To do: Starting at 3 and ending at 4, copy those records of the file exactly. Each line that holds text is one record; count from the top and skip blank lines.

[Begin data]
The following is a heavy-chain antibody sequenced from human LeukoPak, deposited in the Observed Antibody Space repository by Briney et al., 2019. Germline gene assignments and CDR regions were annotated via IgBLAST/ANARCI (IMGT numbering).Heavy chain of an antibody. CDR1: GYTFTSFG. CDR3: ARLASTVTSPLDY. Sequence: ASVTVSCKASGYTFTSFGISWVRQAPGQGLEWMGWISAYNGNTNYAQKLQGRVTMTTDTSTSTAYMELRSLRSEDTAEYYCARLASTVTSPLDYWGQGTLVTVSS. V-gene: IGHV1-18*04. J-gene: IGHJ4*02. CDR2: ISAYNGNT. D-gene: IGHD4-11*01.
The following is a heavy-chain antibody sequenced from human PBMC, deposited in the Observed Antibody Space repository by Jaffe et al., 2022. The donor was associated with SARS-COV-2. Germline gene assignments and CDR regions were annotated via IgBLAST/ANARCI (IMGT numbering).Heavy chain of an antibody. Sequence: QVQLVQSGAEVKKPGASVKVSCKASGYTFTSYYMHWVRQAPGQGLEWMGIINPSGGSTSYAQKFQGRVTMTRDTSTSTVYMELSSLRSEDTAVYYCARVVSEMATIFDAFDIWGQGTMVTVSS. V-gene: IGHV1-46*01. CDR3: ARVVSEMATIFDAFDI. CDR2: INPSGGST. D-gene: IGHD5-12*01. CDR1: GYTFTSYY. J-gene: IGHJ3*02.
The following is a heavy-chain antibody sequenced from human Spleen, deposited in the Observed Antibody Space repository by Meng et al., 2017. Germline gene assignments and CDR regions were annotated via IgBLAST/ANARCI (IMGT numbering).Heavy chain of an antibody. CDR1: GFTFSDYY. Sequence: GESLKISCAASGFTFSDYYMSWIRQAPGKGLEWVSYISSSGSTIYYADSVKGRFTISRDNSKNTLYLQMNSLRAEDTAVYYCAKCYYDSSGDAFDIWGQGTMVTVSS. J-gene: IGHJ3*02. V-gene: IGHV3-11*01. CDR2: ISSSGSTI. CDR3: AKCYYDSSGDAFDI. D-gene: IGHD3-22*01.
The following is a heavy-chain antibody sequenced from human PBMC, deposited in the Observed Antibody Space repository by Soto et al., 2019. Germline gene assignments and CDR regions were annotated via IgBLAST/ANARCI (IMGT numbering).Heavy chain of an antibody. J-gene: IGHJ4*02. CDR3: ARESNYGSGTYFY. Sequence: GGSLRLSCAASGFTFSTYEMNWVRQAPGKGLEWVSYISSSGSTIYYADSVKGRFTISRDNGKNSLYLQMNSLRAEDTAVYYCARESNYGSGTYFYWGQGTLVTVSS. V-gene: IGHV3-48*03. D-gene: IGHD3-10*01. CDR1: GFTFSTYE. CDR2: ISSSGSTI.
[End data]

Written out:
The following is a heavy-chain antibody sequenced from human Spleen, deposited in the Observed Antibody Space repository by Meng et al., 2017. Germline gene assignments and CDR regions were annotated via IgBLAST/ANARCI (IMGT numbering).Heavy chain of an antibody. CDR1: GFTFSDYY. Sequence: GESLKISCAASGFTFSDYYMSWIRQAPGKGLEWVSYISSSGSTIYYADSVKGRFTISRDNSKNTLYLQMNSLRAEDTAVYYCAKCYYDSSGDAFDIWGQGTMVTVSS. J-gene: IGHJ3*02. V-gene: IGHV3-11*01. CDR2: ISSSGSTI. CDR3: AKCYYDSSGDAFDI. D-gene: IGHD3-22*01.
The following is a heavy-chain antibody sequenced from human PBMC, deposited in the Observed Antibody Space repository by Soto et al., 2019. Germline gene assignments and CDR regions were annotated via IgBLAST/ANARCI (IMGT numbering).Heavy chain of an antibody. J-gene: IGHJ4*02. CDR3: ARESNYGSGTYFY. Sequence: GGSLRLSCAASGFTFSTYEMNWVRQAPGKGLEWVSYISSSGSTIYYADSVKGRFTISRDNGKNSLYLQMNSLRAEDTAVYYCARESNYGSGTYFYWGQGTLVTVSS. V-gene: IGHV3-48*03. D-gene: IGHD3-10*01. CDR1: GFTFSTYE. CDR2: ISSSGSTI.